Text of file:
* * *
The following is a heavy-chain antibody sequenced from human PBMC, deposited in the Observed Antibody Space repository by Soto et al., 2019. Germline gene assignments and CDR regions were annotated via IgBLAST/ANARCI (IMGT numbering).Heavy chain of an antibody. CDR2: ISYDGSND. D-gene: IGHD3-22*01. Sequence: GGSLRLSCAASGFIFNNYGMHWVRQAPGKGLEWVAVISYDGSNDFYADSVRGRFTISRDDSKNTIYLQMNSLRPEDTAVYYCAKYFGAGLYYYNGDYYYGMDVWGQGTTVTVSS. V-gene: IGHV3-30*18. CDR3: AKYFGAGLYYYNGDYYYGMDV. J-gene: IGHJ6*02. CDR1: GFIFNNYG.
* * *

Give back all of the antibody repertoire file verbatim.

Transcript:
The following is a heavy-chain antibody sequenced from human PBMC, deposited in the Observed Antibody Space repository by Soto et al., 2019. Germline gene assignments and CDR regions were annotated via IgBLAST/ANARCI (IMGT numbering).Heavy chain of an antibody. CDR2: ISYDGSND. D-gene: IGHD3-22*01. Sequence: GGSLRLSCAASGFIFNNYGMHWVRQAPGKGLEWVAVISYDGSNDFYADSVRGRFTISRDDSKNTIYLQMNSLRPEDTAVYYCAKYFGAGLYYYNGDYYYGMDVWGQGTTVTVSS. V-gene: IGHV3-30*18. CDR3: AKYFGAGLYYYNGDYYYGMDV. J-gene: IGHJ6*02. CDR1: GFIFNNYG.